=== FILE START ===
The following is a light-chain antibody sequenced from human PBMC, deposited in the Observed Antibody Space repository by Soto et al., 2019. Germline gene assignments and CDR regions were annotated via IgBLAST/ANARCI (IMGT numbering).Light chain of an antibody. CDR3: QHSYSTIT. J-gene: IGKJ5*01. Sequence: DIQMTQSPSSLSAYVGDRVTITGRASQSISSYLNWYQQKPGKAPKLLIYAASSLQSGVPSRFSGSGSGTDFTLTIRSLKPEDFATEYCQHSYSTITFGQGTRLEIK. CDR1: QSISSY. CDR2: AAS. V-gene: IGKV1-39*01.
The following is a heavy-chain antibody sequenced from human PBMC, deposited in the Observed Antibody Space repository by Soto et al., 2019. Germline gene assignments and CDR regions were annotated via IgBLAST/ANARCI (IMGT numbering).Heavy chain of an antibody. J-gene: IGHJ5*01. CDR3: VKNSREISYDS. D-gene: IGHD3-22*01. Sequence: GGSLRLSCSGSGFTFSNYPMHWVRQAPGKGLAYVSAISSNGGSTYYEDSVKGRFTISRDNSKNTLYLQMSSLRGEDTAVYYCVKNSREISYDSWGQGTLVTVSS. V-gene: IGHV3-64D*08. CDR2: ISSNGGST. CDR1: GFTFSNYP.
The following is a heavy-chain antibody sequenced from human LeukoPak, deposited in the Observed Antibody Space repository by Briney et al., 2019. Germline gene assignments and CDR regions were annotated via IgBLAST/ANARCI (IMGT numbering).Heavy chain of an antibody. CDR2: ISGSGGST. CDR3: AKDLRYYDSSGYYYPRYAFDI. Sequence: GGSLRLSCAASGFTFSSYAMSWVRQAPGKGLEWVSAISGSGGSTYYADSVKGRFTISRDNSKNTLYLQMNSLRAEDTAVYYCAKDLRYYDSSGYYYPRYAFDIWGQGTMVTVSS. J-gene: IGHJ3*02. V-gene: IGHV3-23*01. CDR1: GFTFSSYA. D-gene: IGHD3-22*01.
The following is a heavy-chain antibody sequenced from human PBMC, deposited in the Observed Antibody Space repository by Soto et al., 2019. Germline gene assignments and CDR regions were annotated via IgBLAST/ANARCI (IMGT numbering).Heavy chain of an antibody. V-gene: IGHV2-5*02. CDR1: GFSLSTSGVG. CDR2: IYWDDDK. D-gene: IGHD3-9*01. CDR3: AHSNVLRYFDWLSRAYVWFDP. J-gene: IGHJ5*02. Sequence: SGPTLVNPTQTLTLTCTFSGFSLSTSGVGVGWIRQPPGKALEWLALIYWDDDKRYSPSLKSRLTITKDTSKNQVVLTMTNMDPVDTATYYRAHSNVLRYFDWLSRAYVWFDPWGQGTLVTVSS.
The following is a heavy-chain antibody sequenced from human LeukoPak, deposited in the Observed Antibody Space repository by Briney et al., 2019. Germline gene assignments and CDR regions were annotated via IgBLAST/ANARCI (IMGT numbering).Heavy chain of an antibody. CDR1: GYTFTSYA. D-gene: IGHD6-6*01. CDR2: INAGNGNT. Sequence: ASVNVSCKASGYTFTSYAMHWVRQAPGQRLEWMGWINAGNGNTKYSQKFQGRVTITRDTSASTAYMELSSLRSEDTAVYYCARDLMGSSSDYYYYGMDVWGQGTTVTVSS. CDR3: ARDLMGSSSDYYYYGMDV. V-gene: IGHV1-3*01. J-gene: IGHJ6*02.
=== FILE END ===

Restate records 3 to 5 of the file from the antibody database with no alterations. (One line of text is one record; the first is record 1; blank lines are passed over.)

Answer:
The following is a heavy-chain antibody sequenced from human LeukoPak, deposited in the Observed Antibody Space repository by Briney et al., 2019. Germline gene assignments and CDR regions were annotated via IgBLAST/ANARCI (IMGT numbering).Heavy chain of an antibody. CDR2: ISGSGGST. CDR3: AKDLRYYDSSGYYYPRYAFDI. Sequence: GGSLRLSCAASGFTFSSYAMSWVRQAPGKGLEWVSAISGSGGSTYYADSVKGRFTISRDNSKNTLYLQMNSLRAEDTAVYYCAKDLRYYDSSGYYYPRYAFDIWGQGTMVTVSS. J-gene: IGHJ3*02. V-gene: IGHV3-23*01. CDR1: GFTFSSYA. D-gene: IGHD3-22*01.
The following is a heavy-chain antibody sequenced from human PBMC, deposited in the Observed Antibody Space repository by Soto et al., 2019. Germline gene assignments and CDR regions were annotated via IgBLAST/ANARCI (IMGT numbering).Heavy chain of an antibody. V-gene: IGHV2-5*02. CDR1: GFSLSTSGVG. CDR2: IYWDDDK. D-gene: IGHD3-9*01. CDR3: AHSNVLRYFDWLSRAYVWFDP. J-gene: IGHJ5*02. Sequence: SGPTLVNPTQTLTLTCTFSGFSLSTSGVGVGWIRQPPGKALEWLALIYWDDDKRYSPSLKSRLTITKDTSKNQVVLTMTNMDPVDTATYYRAHSNVLRYFDWLSRAYVWFDPWGQGTLVTVSS.
The following is a heavy-chain antibody sequenced from human LeukoPak, deposited in the Observed Antibody Space repository by Briney et al., 2019. Germline gene assignments and CDR regions were annotated via IgBLAST/ANARCI (IMGT numbering).Heavy chain of an antibody. CDR1: GYTFTSYA. D-gene: IGHD6-6*01. CDR2: INAGNGNT. Sequence: ASVNVSCKASGYTFTSYAMHWVRQAPGQRLEWMGWINAGNGNTKYSQKFQGRVTITRDTSASTAYMELSSLRSEDTAVYYCARDLMGSSSDYYYYGMDVWGQGTTVTVSS. CDR3: ARDLMGSSSDYYYYGMDV. V-gene: IGHV1-3*01. J-gene: IGHJ6*02.